SE450: Windows 2000

Both command history and command-line completion are included in the default shell (cmd.exe) for win2k (and XP) If you are in the habit of running command.exe (from win95 or 98 days, get out of it, cmd is easier to type). But they are not both enabled by default.

To force Enable Command line completion : (I suggest this, but some people would object)

Modify the registry (use "regedit"): (if you are uncomfortable doing this, pay someone $80 an hour to do it instead... there are other ways to do cmdline cmpletion but they are tough to explain here)

HKEY_LOCAL_MACHINE\Software\Microsoft\Command Processor\CompletionChar should be a REG_DWORD and set it to 0x9 (for tab completion).

HKEY_LOCAL_MACHINE\Software\Microsoft\Command Processor\EnableExtensions should be a REG_DWORD and set it to 0x1.

Next you need to check to see that these environment variables are not "shadowed" by the user settings. HKEY_CURRENT_USER\Software\Microsoft\Command Processor\CompletionChar HKEY_CURRENT_USER\Software\Microsoft\Command Processor\EnableExtensions should match the respective values from above or not be present.

For "up-arrow" command recall: (this should already be enabled) open a cmd prompt window (I would do start->[run] cmd ) right-click on the titlebar

	set your Command History numbers to something like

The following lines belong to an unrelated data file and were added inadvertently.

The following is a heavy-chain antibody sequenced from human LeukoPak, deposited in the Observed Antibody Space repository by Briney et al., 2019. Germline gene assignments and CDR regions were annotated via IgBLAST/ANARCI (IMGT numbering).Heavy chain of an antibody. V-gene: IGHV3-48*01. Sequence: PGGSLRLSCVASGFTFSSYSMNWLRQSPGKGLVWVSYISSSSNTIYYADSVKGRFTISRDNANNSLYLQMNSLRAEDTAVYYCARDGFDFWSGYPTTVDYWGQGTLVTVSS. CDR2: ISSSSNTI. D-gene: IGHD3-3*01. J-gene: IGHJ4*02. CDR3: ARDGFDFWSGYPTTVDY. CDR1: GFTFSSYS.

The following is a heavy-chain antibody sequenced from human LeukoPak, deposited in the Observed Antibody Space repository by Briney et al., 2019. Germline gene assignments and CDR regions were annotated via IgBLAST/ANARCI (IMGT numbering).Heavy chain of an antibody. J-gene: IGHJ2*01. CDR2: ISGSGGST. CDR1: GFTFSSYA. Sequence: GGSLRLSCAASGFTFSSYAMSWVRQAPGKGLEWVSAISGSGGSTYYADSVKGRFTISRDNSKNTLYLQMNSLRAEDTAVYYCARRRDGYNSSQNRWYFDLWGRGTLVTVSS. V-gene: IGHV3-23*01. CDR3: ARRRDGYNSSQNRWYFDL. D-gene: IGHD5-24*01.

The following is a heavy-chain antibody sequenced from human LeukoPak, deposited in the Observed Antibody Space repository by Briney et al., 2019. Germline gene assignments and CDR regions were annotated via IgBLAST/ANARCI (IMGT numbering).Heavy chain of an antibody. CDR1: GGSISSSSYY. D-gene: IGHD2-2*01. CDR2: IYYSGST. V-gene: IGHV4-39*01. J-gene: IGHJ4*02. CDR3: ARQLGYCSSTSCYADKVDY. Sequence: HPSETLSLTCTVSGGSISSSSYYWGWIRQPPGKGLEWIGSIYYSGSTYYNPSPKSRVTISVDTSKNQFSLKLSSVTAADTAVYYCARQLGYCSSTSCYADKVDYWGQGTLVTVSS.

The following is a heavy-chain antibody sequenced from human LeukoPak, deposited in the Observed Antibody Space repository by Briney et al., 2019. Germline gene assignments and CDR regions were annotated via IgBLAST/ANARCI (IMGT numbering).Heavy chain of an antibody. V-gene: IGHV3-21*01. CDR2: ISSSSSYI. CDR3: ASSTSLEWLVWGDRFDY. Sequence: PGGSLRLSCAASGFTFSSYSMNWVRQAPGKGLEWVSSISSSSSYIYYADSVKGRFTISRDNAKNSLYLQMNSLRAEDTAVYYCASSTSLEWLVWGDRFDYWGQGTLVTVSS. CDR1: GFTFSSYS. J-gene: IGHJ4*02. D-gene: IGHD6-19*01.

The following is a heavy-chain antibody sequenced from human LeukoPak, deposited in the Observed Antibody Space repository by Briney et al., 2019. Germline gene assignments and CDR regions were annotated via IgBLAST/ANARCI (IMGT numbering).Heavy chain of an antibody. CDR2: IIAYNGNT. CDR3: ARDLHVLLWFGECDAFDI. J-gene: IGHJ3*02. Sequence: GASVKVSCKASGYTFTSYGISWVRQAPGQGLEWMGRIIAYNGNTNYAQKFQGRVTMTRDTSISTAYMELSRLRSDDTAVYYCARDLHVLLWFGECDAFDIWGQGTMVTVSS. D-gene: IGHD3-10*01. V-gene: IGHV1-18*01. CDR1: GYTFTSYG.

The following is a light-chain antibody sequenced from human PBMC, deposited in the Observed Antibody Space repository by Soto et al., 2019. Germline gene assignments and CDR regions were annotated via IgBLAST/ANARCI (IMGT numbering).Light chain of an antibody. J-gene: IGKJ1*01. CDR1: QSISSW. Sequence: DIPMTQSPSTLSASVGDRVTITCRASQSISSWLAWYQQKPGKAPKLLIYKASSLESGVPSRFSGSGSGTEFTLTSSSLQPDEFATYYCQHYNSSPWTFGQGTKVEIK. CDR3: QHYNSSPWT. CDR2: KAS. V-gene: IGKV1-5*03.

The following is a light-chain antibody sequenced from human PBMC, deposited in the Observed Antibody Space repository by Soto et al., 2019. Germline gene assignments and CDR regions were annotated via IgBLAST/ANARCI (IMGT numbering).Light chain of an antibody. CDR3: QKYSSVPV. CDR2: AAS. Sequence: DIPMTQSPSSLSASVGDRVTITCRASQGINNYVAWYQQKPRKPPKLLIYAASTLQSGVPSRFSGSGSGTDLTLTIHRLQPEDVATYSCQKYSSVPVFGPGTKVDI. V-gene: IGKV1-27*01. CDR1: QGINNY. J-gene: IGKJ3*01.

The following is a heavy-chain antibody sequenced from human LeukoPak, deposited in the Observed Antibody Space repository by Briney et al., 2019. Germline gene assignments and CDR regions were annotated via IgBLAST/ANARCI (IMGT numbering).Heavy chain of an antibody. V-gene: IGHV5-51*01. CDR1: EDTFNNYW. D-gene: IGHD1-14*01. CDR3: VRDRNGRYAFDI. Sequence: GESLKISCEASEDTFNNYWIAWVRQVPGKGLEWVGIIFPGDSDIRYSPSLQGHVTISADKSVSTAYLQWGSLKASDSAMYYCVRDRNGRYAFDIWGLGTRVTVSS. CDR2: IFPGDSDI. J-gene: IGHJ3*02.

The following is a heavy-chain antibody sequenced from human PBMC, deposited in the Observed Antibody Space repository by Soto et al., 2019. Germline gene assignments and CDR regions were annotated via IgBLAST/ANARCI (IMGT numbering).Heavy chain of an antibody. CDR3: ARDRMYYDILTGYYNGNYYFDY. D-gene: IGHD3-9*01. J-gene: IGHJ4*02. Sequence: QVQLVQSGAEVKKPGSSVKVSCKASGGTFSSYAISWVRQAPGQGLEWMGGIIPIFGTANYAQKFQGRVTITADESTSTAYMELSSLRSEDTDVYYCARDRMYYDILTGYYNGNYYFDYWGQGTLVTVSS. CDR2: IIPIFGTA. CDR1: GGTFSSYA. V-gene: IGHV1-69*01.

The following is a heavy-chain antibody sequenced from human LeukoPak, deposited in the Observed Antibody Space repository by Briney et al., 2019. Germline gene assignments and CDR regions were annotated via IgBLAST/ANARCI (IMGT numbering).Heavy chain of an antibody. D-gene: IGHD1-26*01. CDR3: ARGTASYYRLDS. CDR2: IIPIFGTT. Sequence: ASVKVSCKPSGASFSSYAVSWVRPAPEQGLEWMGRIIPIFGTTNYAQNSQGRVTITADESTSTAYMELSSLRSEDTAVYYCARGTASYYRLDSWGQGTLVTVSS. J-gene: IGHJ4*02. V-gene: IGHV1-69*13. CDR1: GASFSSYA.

BufferSize: 64   Number of Buffers: 4

other fun stuff in 2000 Unlike NT, you can send textfiles as the first argument to more.

	so you can do 
		more myfile.txt 
	and view it a page at a time
	unfortunately it doesn't use vi keys, 
	<space> is nextpage
	<ret> is next line
	there is no way to go backwards that I know of.
	(also in NT,2K,AND UNIX, you can get in the habit of more <filename
	and it solves all your problems)

There is an analog to /dev/null in NT/2K. there is a file in every directory called NUL so you can append to it and your data goes nowhere. (yes > and >> work the same, but I am not sure if stderr and stdout are considered distinct from each other)

to open a window of the cwd from the cmd prompt

	start .

in 2000 you can drag a filename to an open cmd prompt window and it will append that filename (or directory name) to the current cmdline. (very very cool)

to quickly get a file with the wrong crlfs into 2000 format, use the old DOS editor to load then resave it.

	edit filename
	and then save it from the file menu with Alt + F, S

The NT Find command has similar functionality to grep. you can pipe output through it and look for a string...... 2 ways:

	type myfile.txt |find "yourname"
	find "yourname" myfile.txt